Does technology build community?
My son Devon made a short movie ‘Jeff’ where the main character is a zombie college student who turns on his computer every morning to find he has no friends on Facebook. Do you wake up and go to your computer right away to see what mail you have received or do you keep your smartphone by your bed?
Our desire and ability to stay in touch with one another and our communities through technology is increasing faster than any of us ever thought possible. Definitions are changing rapidly and the impact on our relationships with one another is still unclear. The term ‘friend’ is a good example. What does it mean to have a few hundred friends? Or even thousands of friends?
Some 40% of many of our communities are not connected to the internet, mostly low-income. This has been given the name “digital divide.” Is the distance between the haves and the have-nots widening due to technology? I have to admit to my own set of biases about the value of technology. Yet I, too, have fallen prey to its applications. I communicate with friends and family through technology. I get directions. I shop for some items online. I read the news online but I still read newspapers and magazines the old fashioned way. Yes, I even search for love online. You can even pray online and submit your prayer request to the prayer team! I have not done this yet and still would like to think my prayers have just as little chance of being answered with or without the support of a tech prayer team!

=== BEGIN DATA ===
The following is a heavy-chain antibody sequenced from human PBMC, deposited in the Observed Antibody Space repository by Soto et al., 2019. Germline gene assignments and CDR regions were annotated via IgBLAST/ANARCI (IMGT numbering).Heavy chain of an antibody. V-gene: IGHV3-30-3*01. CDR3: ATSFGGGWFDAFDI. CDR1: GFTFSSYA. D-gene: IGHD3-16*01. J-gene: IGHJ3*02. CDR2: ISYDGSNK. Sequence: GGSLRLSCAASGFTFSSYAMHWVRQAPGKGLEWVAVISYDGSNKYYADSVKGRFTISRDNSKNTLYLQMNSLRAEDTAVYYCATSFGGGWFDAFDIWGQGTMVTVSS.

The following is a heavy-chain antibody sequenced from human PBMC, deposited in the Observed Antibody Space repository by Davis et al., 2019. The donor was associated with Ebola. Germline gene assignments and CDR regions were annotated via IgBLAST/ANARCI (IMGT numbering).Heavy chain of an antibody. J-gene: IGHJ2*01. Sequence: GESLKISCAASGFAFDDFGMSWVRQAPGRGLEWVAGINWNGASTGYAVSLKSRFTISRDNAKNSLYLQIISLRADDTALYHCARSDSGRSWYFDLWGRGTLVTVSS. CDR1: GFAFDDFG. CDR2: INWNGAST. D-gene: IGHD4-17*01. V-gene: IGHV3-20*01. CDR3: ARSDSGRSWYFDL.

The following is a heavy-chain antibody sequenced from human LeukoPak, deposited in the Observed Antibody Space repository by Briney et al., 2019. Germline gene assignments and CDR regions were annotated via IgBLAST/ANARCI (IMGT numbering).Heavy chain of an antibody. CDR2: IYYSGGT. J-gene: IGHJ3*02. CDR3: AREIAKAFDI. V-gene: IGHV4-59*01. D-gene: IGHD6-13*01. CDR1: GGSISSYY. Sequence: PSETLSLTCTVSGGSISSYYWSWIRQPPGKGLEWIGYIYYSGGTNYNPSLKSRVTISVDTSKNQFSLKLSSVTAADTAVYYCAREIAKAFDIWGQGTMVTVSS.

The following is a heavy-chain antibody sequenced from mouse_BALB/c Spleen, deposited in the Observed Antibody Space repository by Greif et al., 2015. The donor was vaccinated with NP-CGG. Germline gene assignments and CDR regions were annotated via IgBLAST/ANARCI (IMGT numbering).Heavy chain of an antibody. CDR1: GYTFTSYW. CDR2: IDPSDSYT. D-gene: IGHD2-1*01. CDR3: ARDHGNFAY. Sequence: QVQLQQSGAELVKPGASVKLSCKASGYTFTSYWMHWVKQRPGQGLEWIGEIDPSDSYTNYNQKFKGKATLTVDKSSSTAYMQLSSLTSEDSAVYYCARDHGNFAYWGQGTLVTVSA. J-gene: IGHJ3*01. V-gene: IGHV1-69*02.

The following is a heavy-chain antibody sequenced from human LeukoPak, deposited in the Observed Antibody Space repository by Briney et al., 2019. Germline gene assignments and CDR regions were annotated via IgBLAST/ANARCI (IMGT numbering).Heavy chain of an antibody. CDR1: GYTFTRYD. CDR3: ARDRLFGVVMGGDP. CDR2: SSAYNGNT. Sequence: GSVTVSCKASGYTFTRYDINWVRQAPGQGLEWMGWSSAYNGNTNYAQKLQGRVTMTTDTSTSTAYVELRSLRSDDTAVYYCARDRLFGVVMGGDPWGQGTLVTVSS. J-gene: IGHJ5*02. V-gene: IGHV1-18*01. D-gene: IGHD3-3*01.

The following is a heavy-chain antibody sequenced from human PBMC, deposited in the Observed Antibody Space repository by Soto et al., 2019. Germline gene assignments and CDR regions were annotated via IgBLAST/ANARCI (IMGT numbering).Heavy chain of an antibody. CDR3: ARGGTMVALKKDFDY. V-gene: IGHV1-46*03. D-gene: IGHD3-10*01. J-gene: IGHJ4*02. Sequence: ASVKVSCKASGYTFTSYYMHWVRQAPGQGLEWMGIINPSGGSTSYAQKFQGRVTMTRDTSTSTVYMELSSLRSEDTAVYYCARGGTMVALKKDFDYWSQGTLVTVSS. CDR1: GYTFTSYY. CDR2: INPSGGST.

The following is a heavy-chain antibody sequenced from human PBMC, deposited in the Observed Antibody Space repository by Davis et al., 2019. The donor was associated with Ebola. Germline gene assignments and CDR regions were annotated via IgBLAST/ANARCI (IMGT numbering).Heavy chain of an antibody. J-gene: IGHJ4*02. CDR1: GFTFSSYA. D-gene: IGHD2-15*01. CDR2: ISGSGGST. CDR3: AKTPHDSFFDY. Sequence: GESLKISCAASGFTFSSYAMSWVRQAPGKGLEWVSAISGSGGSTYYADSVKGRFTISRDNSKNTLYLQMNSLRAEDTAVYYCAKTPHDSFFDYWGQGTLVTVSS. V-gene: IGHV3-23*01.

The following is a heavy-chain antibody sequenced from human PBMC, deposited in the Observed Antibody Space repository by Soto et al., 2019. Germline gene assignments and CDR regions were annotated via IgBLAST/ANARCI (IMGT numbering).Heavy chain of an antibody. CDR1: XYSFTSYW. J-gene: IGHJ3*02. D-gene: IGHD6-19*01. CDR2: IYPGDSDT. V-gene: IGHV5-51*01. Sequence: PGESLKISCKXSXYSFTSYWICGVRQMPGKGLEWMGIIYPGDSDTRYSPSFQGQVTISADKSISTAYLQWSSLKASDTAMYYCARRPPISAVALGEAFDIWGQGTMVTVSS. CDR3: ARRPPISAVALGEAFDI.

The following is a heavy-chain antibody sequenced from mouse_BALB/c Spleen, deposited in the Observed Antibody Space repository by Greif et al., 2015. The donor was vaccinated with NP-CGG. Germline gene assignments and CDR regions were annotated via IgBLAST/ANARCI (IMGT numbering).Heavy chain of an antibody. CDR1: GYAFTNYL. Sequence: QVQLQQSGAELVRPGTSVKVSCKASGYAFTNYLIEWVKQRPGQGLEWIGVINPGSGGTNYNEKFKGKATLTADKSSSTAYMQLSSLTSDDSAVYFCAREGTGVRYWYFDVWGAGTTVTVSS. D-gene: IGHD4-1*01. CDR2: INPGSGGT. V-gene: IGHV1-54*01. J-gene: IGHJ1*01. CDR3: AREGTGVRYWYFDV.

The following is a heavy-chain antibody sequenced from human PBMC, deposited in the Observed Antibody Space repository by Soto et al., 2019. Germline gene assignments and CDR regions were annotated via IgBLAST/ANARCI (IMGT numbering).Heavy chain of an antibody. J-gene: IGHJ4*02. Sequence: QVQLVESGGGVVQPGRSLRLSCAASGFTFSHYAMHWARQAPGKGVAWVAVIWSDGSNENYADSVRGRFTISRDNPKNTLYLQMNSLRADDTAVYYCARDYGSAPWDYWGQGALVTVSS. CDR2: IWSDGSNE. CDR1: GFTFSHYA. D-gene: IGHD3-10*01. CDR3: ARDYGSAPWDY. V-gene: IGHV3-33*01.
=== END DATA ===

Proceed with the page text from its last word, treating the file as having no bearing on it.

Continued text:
Comcast offers a deal to low-income families to gain access to the internet for $9.95 per month. If you have one child on the “free lunch program” at school, you can qualify for this program. The “free lunch program” is for children from low-income families. Of course there are some other conditions including an up to date cable bill. Since Comcast is one of the few utilities that requires you to pay for the next month ahead of time, many of us are not current. Of course, you also need to have a computer to get online. Needless to say, there are few takers for this service.
Technology is changing so quickly and we are unable to keep up especially in terms of laws and regulations. For example, if a burglar breaks into your house and steals jewelry or other personal items, they are charged with a felony. If a company obtains information from your computer on your purchasing habits and sells it to others companies, there is no criminal offense, for the most part.
Community engagement on important concerns of development and other issues are now part of new apps where people can immediately register their opinions over their smartphones. Of course, the large percentage of low income families who may not have a smartphone do not get to participate in these new technologies which are allegedly in the name of democracy.
The power of technology has huge potential to build community across social and economic boundaries. But, so far, we have not had the public will to create these possibilities. We have been more interested in how many ‘friends’ we have on Facebook.